All Smithsonian museums in Washington, D.C., including the National Zoo, and in New York City are temporarily closed to support the effort to contain the spread of COVID-19. We are not announcing a re-opening date at this time and will provide updates on a week-to-week basis.
The Zoom webinar with Ornithologist Sahas Barve aired April 2, 2020, as part of the Smithsonian Science How series. Watch a recording in the player above.
How do birds stay warm, especially in some of the coldest places on Earth, like the Himalayas? Explore the science behind how bird feathers help them conserve body heat with Smithsonian ornithologist (bird nerd) Sahas Barve from the National Museum of Natural History. Sahas studies how birds stay warm across Earth’s highest mountain range, the Himalayas, and will use examples from his research during the program.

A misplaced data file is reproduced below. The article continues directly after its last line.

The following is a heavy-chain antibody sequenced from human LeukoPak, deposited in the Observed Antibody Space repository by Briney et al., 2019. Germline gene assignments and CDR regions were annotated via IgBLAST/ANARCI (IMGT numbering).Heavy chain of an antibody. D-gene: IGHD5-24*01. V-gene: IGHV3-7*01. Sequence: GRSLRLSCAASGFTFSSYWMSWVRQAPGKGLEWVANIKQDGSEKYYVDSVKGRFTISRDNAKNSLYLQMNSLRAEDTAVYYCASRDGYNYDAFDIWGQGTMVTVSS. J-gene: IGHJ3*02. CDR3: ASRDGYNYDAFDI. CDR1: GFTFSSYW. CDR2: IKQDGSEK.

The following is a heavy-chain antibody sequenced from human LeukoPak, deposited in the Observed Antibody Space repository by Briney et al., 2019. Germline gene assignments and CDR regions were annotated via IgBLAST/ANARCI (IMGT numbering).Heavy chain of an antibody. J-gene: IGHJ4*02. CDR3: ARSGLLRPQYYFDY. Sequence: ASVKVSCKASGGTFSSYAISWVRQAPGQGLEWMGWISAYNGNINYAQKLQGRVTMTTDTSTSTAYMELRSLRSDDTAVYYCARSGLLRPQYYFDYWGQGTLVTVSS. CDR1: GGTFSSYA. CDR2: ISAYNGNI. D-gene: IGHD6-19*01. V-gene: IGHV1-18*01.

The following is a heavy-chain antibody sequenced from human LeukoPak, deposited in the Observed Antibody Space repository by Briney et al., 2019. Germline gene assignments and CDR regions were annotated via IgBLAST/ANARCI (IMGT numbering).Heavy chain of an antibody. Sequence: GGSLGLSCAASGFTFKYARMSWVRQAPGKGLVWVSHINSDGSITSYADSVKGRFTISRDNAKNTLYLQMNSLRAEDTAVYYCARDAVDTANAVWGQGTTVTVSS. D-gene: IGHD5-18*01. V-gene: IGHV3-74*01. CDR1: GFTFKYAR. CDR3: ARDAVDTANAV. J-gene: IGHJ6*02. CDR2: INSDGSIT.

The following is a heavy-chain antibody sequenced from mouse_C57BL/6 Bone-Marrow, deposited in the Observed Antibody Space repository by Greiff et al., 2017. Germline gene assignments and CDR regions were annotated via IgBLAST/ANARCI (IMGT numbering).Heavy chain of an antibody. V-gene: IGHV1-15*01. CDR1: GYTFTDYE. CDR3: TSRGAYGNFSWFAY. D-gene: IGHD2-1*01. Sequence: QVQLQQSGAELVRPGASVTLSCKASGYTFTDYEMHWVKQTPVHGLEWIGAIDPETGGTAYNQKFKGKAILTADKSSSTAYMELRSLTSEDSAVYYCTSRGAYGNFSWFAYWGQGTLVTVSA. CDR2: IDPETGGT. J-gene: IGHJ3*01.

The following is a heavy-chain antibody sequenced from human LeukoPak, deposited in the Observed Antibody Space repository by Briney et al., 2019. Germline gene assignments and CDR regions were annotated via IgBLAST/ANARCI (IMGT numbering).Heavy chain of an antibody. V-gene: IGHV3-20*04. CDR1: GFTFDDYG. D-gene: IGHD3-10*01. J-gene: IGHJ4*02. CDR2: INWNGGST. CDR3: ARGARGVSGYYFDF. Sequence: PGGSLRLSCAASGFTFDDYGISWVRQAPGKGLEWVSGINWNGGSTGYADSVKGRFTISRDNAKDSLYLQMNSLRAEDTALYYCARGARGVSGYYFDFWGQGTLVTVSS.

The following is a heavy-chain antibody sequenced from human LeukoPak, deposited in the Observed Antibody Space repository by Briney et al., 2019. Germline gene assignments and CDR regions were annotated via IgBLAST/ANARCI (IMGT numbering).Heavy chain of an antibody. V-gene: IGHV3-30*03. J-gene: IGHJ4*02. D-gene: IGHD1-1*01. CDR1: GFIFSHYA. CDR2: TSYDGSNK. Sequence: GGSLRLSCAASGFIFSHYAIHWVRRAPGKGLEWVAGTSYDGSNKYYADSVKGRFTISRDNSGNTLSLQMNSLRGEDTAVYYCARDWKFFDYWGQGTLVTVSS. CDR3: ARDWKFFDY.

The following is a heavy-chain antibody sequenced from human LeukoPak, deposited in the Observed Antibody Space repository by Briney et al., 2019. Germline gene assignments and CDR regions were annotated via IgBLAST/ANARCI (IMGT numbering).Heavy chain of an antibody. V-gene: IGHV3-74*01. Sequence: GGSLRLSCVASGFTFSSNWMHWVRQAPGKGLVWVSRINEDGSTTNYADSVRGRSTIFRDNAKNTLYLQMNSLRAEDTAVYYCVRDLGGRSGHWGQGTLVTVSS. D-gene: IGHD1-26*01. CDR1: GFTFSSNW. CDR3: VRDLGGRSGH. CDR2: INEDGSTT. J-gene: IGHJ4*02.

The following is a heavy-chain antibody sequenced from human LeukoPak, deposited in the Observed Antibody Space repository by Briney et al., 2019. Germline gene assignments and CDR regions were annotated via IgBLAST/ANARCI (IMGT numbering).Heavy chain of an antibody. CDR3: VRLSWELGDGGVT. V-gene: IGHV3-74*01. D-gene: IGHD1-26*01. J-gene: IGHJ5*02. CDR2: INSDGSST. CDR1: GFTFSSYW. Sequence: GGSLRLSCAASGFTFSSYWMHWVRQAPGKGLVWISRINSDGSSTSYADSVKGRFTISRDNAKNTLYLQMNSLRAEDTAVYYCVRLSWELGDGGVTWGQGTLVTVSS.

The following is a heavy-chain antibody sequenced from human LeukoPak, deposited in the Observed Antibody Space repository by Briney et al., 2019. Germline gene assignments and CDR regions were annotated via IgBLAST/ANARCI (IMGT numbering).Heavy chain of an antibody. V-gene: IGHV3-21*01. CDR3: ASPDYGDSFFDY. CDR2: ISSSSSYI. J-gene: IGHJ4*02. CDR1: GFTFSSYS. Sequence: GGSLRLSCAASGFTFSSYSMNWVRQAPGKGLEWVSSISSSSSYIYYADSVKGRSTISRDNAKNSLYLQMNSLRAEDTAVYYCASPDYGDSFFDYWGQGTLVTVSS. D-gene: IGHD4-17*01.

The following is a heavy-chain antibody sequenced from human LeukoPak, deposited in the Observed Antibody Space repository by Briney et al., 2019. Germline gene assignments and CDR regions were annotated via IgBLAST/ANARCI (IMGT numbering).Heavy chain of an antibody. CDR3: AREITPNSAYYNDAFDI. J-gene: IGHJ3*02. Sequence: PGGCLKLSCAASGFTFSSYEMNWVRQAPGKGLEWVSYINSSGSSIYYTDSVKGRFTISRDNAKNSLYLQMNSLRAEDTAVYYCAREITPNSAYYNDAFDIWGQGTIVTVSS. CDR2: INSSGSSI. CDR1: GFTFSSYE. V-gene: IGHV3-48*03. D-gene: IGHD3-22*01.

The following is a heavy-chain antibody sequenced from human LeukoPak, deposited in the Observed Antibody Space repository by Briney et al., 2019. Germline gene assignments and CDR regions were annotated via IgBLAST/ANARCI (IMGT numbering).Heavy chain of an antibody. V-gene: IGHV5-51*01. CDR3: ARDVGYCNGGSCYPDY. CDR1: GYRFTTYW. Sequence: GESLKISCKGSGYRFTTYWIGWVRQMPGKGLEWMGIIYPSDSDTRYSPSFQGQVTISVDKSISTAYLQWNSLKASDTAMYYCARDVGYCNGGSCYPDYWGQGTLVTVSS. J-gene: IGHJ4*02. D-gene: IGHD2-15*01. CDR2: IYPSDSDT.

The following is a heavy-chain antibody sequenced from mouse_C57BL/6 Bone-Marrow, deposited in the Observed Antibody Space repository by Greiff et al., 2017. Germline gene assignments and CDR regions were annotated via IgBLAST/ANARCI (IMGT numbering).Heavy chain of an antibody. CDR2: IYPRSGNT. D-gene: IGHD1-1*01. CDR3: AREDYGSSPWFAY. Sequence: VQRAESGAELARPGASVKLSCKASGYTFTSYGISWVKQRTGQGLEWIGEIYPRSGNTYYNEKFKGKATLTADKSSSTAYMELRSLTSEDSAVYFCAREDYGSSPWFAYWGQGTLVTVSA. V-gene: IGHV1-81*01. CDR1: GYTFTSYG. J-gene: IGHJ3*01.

Use these resources to support pre/post activities:
3-LS2 Ecosystems: Interactions, Energy, and Dynamics
3-LS2-1 Construct an argument that some animals form groups that help members survive
3-LS3 Heredity: Inheritance and Variation of Traits
3-LS3-2 Use evidence to support the explanation that traits can be influenced by the environment
3-LS4 Biological Evolution: Unity and Diversity
3-LS4-2 Use evidence to construct an explanation for how the variations in characteristics among individuals of the same species may provide advantages in surviving, finding mates, and reproducing.
3-LS4-3 Construct an argument with evidence that in a particular habitat some organisms can survive well, some survive less well, and some cannot survive at all.
4-LS1 From Molecules to Organisms: Structures and Processes
4-LS1-1 Construct an argument that plants and animals have internal and external structures that function to support survival, growth, behavior, and reproduction.
5-LS1 From Molecules to Organisms: Structures and Processes
LS1.C Organization for Matter and Energy Flow in Organisms, Food provides animals with the materials they need for body repair and growth and the energy they need to maintain body warmth and for motion